For the Irish folk band, see The Dubliners. For people from Dublin, Ireland, see Dublin § Demographics.

The title page of the first edition in 1914 of Dubliners.
Author James Joyce
Language English
Genre Short Story
Publisher Grant Richards Ltd., London
Publication date
June 1914
Pages 152
OCLC 23211235
823/.912 20
LC Class PR6019.O9 D8 1991
Followed by A Portrait of the Artist as a Young Man

Dubliners is a collection of fifteen short stories by James Joyce, first published in 1914.[1] They form a naturalistic depiction of Irish middle class life in and around Dublin in the early years of the 20th century.

The stories were written when Irish nationalism was at its peak, and a search for a national identity and purpose was raging; at a crossroads of history and culture, Ireland was jolted by various converging ideas and influences. They centre on Joyce's idea of an epiphany: a moment where a character experiences a life-changing self-understanding or illumination. Many of the characters in Dubliners later appear in minor roles in Joyce's novel Ulysses.[2] The initial stories in the collection are narrated by child protagonists, and as the stories continue, they deal with the lives and concerns of progressively older people. This is in line with Joyce's tripartite division of the collection into childhood, adolescence and maturity.

Publication history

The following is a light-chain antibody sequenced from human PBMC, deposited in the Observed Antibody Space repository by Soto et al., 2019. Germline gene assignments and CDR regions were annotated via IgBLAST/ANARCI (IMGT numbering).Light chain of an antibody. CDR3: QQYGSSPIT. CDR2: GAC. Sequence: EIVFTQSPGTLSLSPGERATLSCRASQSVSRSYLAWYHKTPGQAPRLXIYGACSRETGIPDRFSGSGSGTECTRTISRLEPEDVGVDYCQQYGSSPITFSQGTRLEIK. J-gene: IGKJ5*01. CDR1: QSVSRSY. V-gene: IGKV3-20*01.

Between 1905, when Joyce first sent a manuscript to a publisher, and 1914, when the book was finally published, Joyce submitted the book 18 times to a total of 15 publishers. The book's publishing history is a harrowing tale of persistence in the face of frustration. The London house of Grant Richards agreed to publish it in 1905. Its printer, however, refused to set one of the stories (Two Gallants), and Richards then began to press Joyce to remove a number of other passages that he claimed the printer also refused to set. Joyce protested, but eventually did agree to some of the requested changes. Richards eventually backed out of the deal. Joyce thereupon resubmitted the manuscript to other publishers, and about three years later (1909) he found a willing candidate in Maunsel & Roberts of Dublin. Yet, a similar controversy developed and Maunsel too refused to publish it, even threatening to sue Joyce for printing costs already incurred. Joyce offered to pay the printing costs himself if the sheets were turned over to him and he was allowed to complete the job elsewhere and distribute the book, but when Joyce arrived at the printers they refused to surrender the sheets. They burned them the next day. Joyce managed to save one copy, which he obtained "by ruse". He then returned to submitting the manuscript to other publishers, and in 1914 Grant Richards once again agreed to publish the book, using the page proofs saved from Maunsel as copy.[3]